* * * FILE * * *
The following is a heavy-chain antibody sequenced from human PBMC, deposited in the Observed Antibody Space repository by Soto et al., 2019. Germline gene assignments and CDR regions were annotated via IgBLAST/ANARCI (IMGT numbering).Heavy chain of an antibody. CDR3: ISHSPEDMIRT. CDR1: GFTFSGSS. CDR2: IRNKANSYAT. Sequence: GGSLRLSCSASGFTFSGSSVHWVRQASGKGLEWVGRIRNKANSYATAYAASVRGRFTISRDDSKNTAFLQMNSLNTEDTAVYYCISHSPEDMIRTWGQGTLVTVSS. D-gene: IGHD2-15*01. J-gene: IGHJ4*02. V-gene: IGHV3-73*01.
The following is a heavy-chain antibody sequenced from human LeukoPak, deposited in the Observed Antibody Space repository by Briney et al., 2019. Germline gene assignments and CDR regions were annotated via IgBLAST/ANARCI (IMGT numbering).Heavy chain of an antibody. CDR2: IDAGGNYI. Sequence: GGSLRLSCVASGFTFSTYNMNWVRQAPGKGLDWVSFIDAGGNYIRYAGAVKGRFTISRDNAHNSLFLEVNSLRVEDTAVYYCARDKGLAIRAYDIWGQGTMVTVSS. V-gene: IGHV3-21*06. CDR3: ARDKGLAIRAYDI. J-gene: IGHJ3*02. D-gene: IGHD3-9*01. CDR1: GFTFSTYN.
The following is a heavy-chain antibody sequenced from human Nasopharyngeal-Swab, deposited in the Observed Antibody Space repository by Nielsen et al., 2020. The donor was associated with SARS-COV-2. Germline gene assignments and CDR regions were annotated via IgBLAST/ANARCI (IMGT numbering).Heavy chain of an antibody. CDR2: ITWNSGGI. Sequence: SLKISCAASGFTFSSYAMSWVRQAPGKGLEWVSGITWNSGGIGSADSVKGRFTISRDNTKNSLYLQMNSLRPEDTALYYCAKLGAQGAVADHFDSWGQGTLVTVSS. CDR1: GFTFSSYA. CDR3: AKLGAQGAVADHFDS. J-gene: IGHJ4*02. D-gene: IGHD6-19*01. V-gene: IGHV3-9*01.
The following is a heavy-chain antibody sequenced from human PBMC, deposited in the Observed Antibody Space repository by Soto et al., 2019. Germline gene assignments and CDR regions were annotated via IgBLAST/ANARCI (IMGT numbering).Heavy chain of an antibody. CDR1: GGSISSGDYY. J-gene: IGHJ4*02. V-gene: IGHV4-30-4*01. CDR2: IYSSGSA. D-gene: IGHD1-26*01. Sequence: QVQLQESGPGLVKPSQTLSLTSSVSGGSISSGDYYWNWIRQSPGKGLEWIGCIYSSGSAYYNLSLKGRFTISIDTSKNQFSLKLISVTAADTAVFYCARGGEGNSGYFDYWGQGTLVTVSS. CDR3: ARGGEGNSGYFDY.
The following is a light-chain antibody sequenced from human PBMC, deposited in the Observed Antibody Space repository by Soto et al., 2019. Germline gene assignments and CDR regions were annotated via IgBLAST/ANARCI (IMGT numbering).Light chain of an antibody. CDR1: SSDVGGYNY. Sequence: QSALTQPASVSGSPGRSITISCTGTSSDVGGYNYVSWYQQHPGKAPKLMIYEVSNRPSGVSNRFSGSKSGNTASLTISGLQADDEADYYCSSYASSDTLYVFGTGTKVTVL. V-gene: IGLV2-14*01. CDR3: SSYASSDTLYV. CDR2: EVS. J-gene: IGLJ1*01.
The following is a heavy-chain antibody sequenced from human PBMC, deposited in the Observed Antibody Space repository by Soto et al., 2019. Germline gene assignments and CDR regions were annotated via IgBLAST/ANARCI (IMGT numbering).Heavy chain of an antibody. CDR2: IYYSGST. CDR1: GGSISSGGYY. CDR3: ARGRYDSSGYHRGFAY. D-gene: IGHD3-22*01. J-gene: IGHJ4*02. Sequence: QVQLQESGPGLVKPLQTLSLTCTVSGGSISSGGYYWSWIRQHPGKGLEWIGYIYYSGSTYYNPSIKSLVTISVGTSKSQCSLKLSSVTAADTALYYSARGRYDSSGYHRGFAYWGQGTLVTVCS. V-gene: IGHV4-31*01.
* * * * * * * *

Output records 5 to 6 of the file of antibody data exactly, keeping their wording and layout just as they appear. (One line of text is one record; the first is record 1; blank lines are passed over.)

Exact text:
The following is a light-chain antibody sequenced from human PBMC, deposited in the Observed Antibody Space repository by Soto et al., 2019. Germline gene assignments and CDR regions were annotated via IgBLAST/ANARCI (IMGT numbering).Light chain of an antibody. CDR1: SSDVGGYNY. Sequence: QSALTQPASVSGSPGRSITISCTGTSSDVGGYNYVSWYQQHPGKAPKLMIYEVSNRPSGVSNRFSGSKSGNTASLTISGLQADDEADYYCSSYASSDTLYVFGTGTKVTVL. V-gene: IGLV2-14*01. CDR3: SSYASSDTLYV. CDR2: EVS. J-gene: IGLJ1*01.
The following is a heavy-chain antibody sequenced from human PBMC, deposited in the Observed Antibody Space repository by Soto et al., 2019. Germline gene assignments and CDR regions were annotated via IgBLAST/ANARCI (IMGT numbering).Heavy chain of an antibody. CDR2: IYYSGST. CDR1: GGSISSGGYY. CDR3: ARGRYDSSGYHRGFAY. D-gene: IGHD3-22*01. J-gene: IGHJ4*02. Sequence: QVQLQESGPGLVKPLQTLSLTCTVSGGSISSGGYYWSWIRQHPGKGLEWIGYIYYSGSTYYNPSIKSLVTISVGTSKSQCSLKLSSVTAADTALYYSARGRYDSSGYHRGFAYWGQGTLVTVCS. V-gene: IGHV4-31*01.